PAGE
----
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IOE Student Blog


A blog on life at IOE and education affairs written for students by students.


UCL’s wacky wonderland: A glimpse into UCL’s unusual festive traditions

By IOE Blog Editor, on 12 December 2023

A Christmas tree lit up with lights. The UCL Portico is lit up in green behind it.

Credit: IOE Marketing and Communications.

by Navyasara Jaiswal, Education Studies BA

As the sun dips below the historic structure of UCL, a hushed anticipation blankets the iconic Portico. It’s that magical time of year when the campus comes alive with twinkling lights, the aroma and warmth of mulled wine filling the air. Arguably, the festive season only starts for members of the UCL community with the switching on of the Portico Christmas lights. Even with UCL’s diverse background, it is fascinating to see the sea of faces illuminated by the lights, celebrating the festive season united together for the beginning of the celebrations.

12 grapes

Fires lick over a barbecue.

Credit: Navyasara Jaiswal.

For me, as someone with an Indian background, the festive season has never been the typical white Christmas that one usually sees in the media with a tree and presents. However, we still call family and friends over on Christmas Eve and have a barbecue together, the smell of charred food adorning the cold air. Another tradition that we have happens on New Year’s Eve, where my family and I all eat 12 grapes to signify the months gone and the months to come.

A Christmas spread with nuts and grapes and a few glasses.

Credit: Navyasara Jaiswal.

In this same vein, I wanted to discover the myriad of ways UCL celebrates the festive season. So join me on a journey through the halls, offices, and gatherings of UCL as we unveil the offbeat traditions that make the holiday season truly memorable for students, staff, and faculty alike.

Mugs and memories

Alice Xu, a student at UCL, finds joy in a simple yet heartfelt tradition, as she gathers with her family to decorate mugs. Transforming ordinary mugs into personalised works of art becomes a bonding experience that adds a personal touch to their holiday season. Each year their collection of mugs increases, each with an interesting story to tell.

When life gives you lemons

Two lemons decorated to look like animals.

Credit: Juniper Joseph via Navyasara Jaiswal

Juniper Joseph takes a unique approach to ushering in positive vibes during the festive season. Engaging in the intriguing practice of “lemon pigging,” she carves a pig out of a lemon. As the lemon pig wrinkles up, it is believed to absorb negative energy. Juniper shares that her mum introduced this tradition, a practice she picked up from the United States, making it a distinctive and culturally influenced part of their celebrations.

Last minute Christmas

Kate, my seminar leader, tells me of her tradition of last-minute tree decorating. Her childhood with her divorced parents led to a habit of adorning the tree only on Christmas day. And to this day, they decided to keep this tradition. Additionally, the village post office introduces an element of community spirit by assigning a theme to each family. Families, including Kate’s, then decorate their windows according to the given theme, creating a festive tapestry that reflects unity amid diverse celebrations.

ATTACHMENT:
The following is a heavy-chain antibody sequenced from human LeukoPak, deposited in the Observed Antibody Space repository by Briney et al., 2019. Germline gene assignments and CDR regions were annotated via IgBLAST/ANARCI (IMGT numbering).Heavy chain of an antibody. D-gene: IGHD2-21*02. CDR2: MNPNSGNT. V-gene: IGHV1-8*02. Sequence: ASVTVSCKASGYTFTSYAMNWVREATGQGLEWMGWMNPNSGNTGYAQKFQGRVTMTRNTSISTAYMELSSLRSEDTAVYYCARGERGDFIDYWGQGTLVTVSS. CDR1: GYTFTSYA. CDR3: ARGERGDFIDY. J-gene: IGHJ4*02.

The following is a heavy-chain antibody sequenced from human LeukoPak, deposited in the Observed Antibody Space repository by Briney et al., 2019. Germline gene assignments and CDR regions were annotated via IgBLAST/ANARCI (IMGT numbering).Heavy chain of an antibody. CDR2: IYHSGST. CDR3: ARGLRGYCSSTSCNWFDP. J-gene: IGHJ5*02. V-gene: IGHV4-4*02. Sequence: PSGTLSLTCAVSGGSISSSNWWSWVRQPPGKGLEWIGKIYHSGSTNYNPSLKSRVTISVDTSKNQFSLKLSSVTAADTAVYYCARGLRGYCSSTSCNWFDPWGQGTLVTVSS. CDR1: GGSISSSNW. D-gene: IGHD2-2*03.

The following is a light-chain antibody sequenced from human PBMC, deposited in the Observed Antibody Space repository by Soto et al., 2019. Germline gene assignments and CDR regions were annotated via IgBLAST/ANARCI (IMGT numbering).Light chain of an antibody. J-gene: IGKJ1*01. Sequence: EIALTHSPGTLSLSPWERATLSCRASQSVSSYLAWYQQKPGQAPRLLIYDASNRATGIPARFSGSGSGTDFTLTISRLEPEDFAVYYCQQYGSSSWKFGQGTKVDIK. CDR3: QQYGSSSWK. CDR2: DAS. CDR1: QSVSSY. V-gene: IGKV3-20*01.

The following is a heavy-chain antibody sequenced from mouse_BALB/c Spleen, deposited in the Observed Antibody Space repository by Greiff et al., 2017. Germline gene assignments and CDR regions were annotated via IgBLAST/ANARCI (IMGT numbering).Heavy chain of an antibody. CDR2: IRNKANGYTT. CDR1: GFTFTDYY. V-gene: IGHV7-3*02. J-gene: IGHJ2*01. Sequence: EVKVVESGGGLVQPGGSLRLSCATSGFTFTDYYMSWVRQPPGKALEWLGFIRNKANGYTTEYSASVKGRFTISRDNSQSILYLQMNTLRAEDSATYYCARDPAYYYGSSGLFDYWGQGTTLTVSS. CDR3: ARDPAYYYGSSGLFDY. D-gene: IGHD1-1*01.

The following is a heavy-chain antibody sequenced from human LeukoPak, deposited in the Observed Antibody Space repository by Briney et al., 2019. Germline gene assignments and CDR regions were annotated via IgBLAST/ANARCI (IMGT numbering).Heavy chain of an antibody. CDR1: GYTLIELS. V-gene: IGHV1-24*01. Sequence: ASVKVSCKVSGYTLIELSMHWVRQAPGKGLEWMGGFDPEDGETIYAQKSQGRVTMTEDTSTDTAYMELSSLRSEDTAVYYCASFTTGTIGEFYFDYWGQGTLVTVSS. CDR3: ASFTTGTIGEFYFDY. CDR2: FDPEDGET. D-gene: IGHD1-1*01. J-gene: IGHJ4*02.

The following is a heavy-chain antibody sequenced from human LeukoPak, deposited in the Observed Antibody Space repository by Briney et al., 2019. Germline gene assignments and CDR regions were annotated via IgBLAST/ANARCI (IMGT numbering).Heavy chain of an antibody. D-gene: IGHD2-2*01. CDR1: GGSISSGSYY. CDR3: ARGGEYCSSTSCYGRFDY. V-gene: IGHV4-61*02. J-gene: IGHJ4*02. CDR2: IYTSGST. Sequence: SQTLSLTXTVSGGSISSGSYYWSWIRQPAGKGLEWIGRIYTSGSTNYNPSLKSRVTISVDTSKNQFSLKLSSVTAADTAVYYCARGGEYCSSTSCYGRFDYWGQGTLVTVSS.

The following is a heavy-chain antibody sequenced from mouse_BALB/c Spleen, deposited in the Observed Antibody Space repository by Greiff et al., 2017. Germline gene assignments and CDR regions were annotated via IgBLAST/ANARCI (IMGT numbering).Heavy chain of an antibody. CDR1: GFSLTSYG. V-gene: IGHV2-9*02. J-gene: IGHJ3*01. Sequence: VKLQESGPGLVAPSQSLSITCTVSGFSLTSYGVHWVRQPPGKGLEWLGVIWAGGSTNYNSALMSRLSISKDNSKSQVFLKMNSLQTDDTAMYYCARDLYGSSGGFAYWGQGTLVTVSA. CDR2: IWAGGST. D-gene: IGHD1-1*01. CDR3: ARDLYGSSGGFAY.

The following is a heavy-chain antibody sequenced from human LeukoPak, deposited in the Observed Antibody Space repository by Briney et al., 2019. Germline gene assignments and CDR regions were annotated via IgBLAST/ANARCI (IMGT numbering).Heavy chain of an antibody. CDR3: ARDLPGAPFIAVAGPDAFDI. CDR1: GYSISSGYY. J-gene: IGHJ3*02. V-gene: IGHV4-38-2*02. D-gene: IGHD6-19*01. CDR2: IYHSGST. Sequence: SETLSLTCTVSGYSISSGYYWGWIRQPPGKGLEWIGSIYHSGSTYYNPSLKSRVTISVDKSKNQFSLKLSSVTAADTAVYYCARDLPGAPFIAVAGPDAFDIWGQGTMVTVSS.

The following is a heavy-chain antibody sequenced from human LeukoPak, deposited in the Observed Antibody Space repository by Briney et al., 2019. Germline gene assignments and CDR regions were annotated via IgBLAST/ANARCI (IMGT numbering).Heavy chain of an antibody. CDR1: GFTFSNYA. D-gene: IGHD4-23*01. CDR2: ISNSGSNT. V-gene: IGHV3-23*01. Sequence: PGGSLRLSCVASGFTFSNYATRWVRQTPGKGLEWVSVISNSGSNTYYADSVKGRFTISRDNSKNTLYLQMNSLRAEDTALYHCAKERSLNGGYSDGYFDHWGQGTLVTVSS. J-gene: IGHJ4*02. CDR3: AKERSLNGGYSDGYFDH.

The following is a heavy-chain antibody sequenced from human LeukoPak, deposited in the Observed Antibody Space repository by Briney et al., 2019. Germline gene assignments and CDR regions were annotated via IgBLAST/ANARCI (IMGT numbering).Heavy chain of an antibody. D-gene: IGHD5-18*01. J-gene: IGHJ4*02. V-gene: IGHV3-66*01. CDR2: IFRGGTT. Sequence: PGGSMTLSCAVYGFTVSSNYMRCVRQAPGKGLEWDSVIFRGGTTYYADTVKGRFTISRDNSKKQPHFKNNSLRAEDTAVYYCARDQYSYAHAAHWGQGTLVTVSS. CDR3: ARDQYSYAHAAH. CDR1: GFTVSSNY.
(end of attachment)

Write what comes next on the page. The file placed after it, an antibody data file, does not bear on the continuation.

The snowman

Emily shares a delightful and unique holiday tradition with her family. They’ve crafted their version of a Boxing Day character akin to Father Christmas, affectionately known as “the snowman.” Adding an extra layer of creativity, Emily’s grandfather and father handcraft wooden houses. These charming structures serve as the repositories for the presents each family member receives from “the snowman.” The festive ritual includes opening these personalised wooden houses after the family has enjoyed a hearty meal on Boxing Day, creating a special and anticipated moment that adds a touch of magic to their holiday celebrations.

Spellings and surprises

Sophie Ho and her family infuse their Christmas festivities with mischief and laughter. When it comes to exchanging presents, they engage in a playful tradition of intentionally misspelling everyone’s names on the labels, adding a lighthearted and humorous element to the gift-giving process.

To further spice up their holiday celebrations, they embrace the spirited game of Dirty Santa. The lucky individual who draws the number one spot gets the honour of selecting a gift from the mysterious pile. With the eyes of the family upon them, they unveil the contents for all to see. However, the plot thickens when the second participant, armed with the power to either pick a fresh gift or swipe the first person’s present, introduces an element of strategic decision-making and good-natured competition.

In the kaleidoscope of holiday traditions that embellish the tapestry of UCL, it becomes evident that amidst our varied celebrations, there exists a unifying thread that binds us together—the spirit of togetherness and shared joy. As we’ve explored the quirky and unconventional ways the UCL community marks the festive season, one cannot help but be struck by the underlying harmony that transcends our differences.

As the festive season gently gives way to the dawn of a new year, it symbolises not just the end of one chapter but the promise of a fresh beginning. The New Year, with its blank canvas, invites us all to start anew, to embrace the opportunities for growth, understanding, and compassion. Just as the diverse traditions of the festive season unite us, the prospect of a new year becomes a shared journey.

The festive season at UCL reminds us that, regardless of background, beliefs, or traditions, we are all united by the universal desire for warmth, connection, relaxation, and shared glimpses of happiness.

Happy holidays!

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